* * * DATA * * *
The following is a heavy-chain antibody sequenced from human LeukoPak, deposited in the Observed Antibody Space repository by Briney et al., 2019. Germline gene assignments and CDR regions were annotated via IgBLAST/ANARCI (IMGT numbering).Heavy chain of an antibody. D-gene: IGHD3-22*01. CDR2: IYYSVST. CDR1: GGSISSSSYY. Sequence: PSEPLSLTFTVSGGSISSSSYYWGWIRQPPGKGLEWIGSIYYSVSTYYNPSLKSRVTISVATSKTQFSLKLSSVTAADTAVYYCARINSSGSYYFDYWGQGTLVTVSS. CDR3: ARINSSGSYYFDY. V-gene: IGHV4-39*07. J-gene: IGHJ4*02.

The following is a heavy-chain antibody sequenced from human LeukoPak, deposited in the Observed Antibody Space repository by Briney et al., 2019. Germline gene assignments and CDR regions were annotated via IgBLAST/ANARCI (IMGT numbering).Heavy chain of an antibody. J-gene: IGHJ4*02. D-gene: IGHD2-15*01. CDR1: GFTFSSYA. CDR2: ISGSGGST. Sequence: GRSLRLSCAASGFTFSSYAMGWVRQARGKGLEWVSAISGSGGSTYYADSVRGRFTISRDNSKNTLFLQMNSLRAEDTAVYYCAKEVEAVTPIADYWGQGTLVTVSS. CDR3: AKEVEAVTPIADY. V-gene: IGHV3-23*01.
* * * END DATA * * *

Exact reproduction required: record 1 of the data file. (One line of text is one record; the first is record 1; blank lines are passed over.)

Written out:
The following is a heavy-chain antibody sequenced from human LeukoPak, deposited in the Observed Antibody Space repository by Briney et al., 2019. Germline gene assignments and CDR regions were annotated via IgBLAST/ANARCI (IMGT numbering).Heavy chain of an antibody. D-gene: IGHD3-22*01. CDR2: IYYSVST. CDR1: GGSISSSSYY. Sequence: PSEPLSLTFTVSGGSISSSSYYWGWIRQPPGKGLEWIGSIYYSVSTYYNPSLKSRVTISVATSKTQFSLKLSSVTAADTAVYYCARINSSGSYYFDYWGQGTLVTVSS. CDR3: ARINSSGSYYFDY. V-gene: IGHV4-39*07. J-gene: IGHJ4*02.